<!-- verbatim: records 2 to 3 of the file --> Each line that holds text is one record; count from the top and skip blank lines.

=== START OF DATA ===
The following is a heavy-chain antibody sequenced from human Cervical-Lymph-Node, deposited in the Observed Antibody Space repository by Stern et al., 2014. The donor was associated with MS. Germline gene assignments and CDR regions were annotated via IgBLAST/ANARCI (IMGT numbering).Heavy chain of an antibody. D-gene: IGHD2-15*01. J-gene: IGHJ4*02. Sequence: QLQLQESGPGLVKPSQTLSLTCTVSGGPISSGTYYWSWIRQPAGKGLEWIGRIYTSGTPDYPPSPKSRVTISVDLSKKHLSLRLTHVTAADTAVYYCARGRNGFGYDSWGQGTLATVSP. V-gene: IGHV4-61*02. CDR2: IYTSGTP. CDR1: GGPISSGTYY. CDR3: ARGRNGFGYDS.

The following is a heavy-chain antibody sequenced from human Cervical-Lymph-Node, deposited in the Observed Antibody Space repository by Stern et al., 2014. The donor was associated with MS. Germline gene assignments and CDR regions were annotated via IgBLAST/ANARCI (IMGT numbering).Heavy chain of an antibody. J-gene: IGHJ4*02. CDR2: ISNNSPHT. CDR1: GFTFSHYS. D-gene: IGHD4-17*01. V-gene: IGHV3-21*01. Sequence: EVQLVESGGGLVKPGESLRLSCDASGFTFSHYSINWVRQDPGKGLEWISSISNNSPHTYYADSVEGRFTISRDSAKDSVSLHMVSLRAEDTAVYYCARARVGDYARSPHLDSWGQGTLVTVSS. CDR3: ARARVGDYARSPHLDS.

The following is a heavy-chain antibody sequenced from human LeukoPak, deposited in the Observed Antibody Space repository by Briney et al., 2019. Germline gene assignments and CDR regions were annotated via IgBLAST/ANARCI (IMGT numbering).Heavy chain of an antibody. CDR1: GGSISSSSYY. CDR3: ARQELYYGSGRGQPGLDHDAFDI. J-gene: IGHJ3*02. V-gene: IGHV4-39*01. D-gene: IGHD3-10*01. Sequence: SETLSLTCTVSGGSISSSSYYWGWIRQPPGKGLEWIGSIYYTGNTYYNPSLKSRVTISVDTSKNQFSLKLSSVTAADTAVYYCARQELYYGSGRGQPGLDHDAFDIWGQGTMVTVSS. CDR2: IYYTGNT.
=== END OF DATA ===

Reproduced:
The following is a heavy-chain antibody sequenced from human Cervical-Lymph-Node, deposited in the Observed Antibody Space repository by Stern et al., 2014. The donor was associated with MS. Germline gene assignments and CDR regions were annotated via IgBLAST/ANARCI (IMGT numbering).Heavy chain of an antibody. J-gene: IGHJ4*02. CDR2: ISNNSPHT. CDR1: GFTFSHYS. D-gene: IGHD4-17*01. V-gene: IGHV3-21*01. Sequence: EVQLVESGGGLVKPGESLRLSCDASGFTFSHYSINWVRQDPGKGLEWISSISNNSPHTYYADSVEGRFTISRDSAKDSVSLHMVSLRAEDTAVYYCARARVGDYARSPHLDSWGQGTLVTVSS. CDR3: ARARVGDYARSPHLDS.

The following is a heavy-chain antibody sequenced from human LeukoPak, deposited in the Observed Antibody Space repository by Briney et al., 2019. Germline gene assignments and CDR regions were annotated via IgBLAST/ANARCI (IMGT numbering).Heavy chain of an antibody. CDR1: GGSISSSSYY. CDR3: ARQELYYGSGRGQPGLDHDAFDI. J-gene: IGHJ3*02. V-gene: IGHV4-39*01. D-gene: IGHD3-10*01. Sequence: SETLSLTCTVSGGSISSSSYYWGWIRQPPGKGLEWIGSIYYTGNTYYNPSLKSRVTISVDTSKNQFSLKLSSVTAADTAVYYCARQELYYGSGRGQPGLDHDAFDIWGQGTMVTVSS. CDR2: IYYTGNT.